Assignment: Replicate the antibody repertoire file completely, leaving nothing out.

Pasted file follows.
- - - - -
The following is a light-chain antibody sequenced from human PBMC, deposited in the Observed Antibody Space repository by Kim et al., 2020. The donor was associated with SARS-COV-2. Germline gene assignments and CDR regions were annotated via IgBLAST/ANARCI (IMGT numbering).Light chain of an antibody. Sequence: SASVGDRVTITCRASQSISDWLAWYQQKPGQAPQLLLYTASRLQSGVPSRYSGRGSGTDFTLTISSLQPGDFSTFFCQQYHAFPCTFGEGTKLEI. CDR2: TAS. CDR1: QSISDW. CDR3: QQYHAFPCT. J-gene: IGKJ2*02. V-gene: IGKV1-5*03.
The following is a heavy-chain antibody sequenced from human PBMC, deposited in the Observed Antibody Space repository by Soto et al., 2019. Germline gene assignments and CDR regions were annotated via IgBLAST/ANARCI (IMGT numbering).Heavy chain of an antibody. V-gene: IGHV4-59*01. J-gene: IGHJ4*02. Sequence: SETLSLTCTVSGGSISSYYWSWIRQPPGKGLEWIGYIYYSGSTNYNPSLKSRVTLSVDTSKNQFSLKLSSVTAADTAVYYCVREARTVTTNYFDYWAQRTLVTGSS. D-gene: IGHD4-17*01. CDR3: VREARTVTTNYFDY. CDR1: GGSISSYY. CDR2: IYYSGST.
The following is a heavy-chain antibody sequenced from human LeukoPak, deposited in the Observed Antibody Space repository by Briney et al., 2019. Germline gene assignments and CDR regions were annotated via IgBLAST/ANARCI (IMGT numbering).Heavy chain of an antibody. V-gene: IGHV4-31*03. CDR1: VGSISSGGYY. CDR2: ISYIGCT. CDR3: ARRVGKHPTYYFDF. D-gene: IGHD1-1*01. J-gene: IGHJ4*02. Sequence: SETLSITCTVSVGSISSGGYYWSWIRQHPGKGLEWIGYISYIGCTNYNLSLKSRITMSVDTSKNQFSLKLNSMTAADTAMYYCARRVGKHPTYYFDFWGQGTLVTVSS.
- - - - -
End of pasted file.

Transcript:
The following is a light-chain antibody sequenced from human PBMC, deposited in the Observed Antibody Space repository by Kim et al., 2020. The donor was associated with SARS-COV-2. Germline gene assignments and CDR regions were annotated via IgBLAST/ANARCI (IMGT numbering).Light chain of an antibody. Sequence: SASVGDRVTITCRASQSISDWLAWYQQKPGQAPQLLLYTASRLQSGVPSRYSGRGSGTDFTLTISSLQPGDFSTFFCQQYHAFPCTFGEGTKLEI. CDR2: TAS. CDR1: QSISDW. CDR3: QQYHAFPCT. J-gene: IGKJ2*02. V-gene: IGKV1-5*03.
The following is a heavy-chain antibody sequenced from human PBMC, deposited in the Observed Antibody Space repository by Soto et al., 2019. Germline gene assignments and CDR regions were annotated via IgBLAST/ANARCI (IMGT numbering).Heavy chain of an antibody. V-gene: IGHV4-59*01. J-gene: IGHJ4*02. Sequence: SETLSLTCTVSGGSISSYYWSWIRQPPGKGLEWIGYIYYSGSTNYNPSLKSRVTLSVDTSKNQFSLKLSSVTAADTAVYYCVREARTVTTNYFDYWAQRTLVTGSS. D-gene: IGHD4-17*01. CDR3: VREARTVTTNYFDY. CDR1: GGSISSYY. CDR2: IYYSGST.
The following is a heavy-chain antibody sequenced from human LeukoPak, deposited in the Observed Antibody Space repository by Briney et al., 2019. Germline gene assignments and CDR regions were annotated via IgBLAST/ANARCI (IMGT numbering).Heavy chain of an antibody. V-gene: IGHV4-31*03. CDR1: VGSISSGGYY. CDR2: ISYIGCT. CDR3: ARRVGKHPTYYFDF. D-gene: IGHD1-1*01. J-gene: IGHJ4*02. Sequence: SETLSITCTVSVGSISSGGYYWSWIRQHPGKGLEWIGYISYIGCTNYNLSLKSRITMSVDTSKNQFSLKLNSMTAADTAMYYCARRVGKHPTYYFDFWGQGTLVTVSS.